This piece – about my perennial pick for the most appropriate first Christmas film to watch each year – was originally published in December 2001 in the Messenger Post papers.
Quick – name the first old-fashioned Christmas movie that comes to mind. (No, don’t look at the photo.) You’re thinking of It’s a Wonderful Life, right? Sure, that’s the classic, the Jimmy-Stewart-George-Bailey-broken-down-building-and-loan-dance-by-the-light-of-the-moon-angels-get-their-wings holiday weeper. Fifty-one years old, that one picture carries on the Frank Capra legacy almost as effectively as all the other films he made combined.
But if that film is the Hertz Rent-A-Car of holiday films, Miracle on 34th Street (unrated, consider it PG) is Avis: number two, and – especially in this, its own golden anniversary year – trying harder. “It’s a Wonderful Life” will make its annual appearance December 20 on NBC-TV, and millions of viewers will tune in, as usual. But the following night, take a break from wrapping presents and head over to the George Eastman House, where an 8pm screening of Miracle will be presented – an early present if ever there was one.
Based on a short story by Valentine Davies, Miracle on 34th Street has at its heart a fable of such simple, incorruptible sweetness that it actually improves with the passage of time. (Compare that to the labels of “Capracorn” periodically thrown at Capra’s work – cynical snickers in the face of Midwestern homilies.)
The story begins as Doris, an independent career woman – and single mom (!) – who organizes the annual Macy’s Thanksgiving Day Parade, catches her parade Santa Claus tippling from a hip flask minutes before his float is set to ride through midtown Manhattan. As luck would have it (uh huh), another white-bearded fellow happens by just in time for Doris to recruit him. He’s such a hit as jolly old saint Nick, in fact, that she hires him on for the rest of the season – and only raises an eyebrow when the old man starts telling people that he really is the one and only Kris Kringle.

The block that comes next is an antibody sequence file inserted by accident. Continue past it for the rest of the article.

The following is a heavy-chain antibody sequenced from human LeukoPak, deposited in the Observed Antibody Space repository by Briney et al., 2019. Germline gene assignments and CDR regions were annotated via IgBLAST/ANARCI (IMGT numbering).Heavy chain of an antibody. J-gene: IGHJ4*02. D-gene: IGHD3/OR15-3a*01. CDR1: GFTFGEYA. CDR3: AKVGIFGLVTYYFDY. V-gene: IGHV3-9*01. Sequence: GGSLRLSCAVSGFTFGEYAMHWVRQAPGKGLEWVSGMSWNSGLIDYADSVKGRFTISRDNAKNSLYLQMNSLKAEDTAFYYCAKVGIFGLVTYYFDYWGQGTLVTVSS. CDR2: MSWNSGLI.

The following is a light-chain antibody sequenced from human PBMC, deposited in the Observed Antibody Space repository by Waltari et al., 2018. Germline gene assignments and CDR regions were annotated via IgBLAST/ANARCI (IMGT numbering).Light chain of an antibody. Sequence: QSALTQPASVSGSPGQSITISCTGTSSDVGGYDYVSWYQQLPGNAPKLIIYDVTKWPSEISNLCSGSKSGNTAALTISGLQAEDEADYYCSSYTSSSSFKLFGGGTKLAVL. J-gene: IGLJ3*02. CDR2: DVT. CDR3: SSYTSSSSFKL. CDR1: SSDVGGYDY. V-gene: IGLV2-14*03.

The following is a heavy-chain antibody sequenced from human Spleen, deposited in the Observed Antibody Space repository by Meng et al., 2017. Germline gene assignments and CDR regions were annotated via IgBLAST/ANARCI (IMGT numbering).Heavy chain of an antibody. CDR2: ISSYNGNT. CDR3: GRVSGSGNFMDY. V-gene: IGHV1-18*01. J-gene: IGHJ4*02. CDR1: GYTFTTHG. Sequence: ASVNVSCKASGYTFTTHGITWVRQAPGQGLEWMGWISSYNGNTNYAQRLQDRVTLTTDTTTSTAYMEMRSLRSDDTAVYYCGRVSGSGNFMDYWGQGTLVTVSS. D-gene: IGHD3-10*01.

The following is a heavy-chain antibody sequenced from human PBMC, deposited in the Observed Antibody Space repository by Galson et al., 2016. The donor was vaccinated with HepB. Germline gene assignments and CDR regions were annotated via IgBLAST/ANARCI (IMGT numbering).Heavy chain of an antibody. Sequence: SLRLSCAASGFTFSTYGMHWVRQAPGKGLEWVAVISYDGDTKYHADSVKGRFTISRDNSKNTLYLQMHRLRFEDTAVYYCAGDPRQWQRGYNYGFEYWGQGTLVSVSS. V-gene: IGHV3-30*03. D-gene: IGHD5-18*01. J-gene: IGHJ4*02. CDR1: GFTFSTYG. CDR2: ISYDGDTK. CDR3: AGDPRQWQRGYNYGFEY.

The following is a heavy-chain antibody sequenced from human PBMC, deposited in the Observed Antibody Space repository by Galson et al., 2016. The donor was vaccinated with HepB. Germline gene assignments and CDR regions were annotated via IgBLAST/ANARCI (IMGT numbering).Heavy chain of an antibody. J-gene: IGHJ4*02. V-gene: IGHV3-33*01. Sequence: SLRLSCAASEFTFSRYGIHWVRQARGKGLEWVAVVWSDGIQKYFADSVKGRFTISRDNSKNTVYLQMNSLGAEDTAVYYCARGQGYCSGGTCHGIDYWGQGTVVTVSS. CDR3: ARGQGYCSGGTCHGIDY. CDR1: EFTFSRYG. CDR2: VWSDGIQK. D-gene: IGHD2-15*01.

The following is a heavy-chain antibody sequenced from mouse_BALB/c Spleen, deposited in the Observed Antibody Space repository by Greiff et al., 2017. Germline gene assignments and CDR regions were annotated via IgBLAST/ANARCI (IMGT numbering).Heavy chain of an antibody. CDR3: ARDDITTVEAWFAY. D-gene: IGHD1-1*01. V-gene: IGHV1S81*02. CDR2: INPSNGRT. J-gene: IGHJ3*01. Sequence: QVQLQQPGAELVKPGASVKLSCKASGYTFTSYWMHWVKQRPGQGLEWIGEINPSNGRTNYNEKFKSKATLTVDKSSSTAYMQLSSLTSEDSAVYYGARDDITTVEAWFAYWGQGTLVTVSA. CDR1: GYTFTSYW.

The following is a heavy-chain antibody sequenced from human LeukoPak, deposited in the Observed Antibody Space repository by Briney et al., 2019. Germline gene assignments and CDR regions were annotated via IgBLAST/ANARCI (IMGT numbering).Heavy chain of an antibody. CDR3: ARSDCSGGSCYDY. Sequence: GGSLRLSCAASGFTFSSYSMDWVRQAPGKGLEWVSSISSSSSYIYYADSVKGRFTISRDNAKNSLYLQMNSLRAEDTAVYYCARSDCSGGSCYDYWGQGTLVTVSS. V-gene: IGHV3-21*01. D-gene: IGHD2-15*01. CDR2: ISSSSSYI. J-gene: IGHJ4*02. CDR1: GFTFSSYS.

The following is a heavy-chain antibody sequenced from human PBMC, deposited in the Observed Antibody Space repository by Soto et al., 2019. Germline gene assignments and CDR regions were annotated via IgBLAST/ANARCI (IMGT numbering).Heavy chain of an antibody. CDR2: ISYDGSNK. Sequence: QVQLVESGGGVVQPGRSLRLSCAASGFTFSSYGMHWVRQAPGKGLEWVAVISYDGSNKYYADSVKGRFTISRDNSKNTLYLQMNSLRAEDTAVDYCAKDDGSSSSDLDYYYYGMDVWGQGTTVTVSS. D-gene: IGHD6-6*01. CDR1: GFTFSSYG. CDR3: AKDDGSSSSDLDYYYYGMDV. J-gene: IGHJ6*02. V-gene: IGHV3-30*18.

If there’s a downside to living in the shadow of an undisputed titan, it might be that everyone holds the top dog in reverence but assumes number two is easy pickings – hence the untouchability of the original It’s a Wonderful Life, while Miracle has had to endure two ham-handed remakes (so far). Twenty-six years after the original was released, a made-for-TV version cast a bland Jane Alexander as Doris; more-mannequin-than-man David Hartman (once of “Good Morning, America”) as Bill, her would-be boyfriend; and an unknown Suzanne Davidson as Susie, Doris’ daughter.
Every version of the story pivots on the relationship between Kris and Susie – the old man who teaches the young girl how to be a young girl, by using her imagination – and the 1973 edition at least had a strong Santa in Sebastian Cabot. With him in charge, the wobbly remake managed at least to keep its heart in the right place.
Not so, sadly, for the more recent big-budget version. 1994’s Miracle, perhaps fine for folks who’d never seen the first two, discards the amiable sentimentality of Davies’ story for a two-dimensional good-vs.-evil yarn. This time, Kris’ temporary downfall (no one believes he’s really Santa, so the lovable coot is shipped off to a sanitarium) is staged by a rival department store chain, and masterminded by a hand-wringing Euro-accented villain (Joss Ackland) who’d seem more at home fighting James Bond than Santa Claus.
No, it’s the 1947 film – with its marvelous synthesis of acting, directing, and script – that stands the test of time. Maureen O’Hara brings just the right balance of steel and vulnerability to Doris, while a young Natalie Wood and a grown John Payne offer flesh-and-blood takes on Susie and Bill. As Kris, Edmund Gwenn found the role of his life, and won an Academy Award for his trouble (along with Davies and writer/director George Seaton).
Accept no substitutes: For melodrama-free family fare, the original Miracle on 34th Street is as worthwhile as they come. I’ll bet even Jimmy Stewart watched it once or twice – after his movie, of course.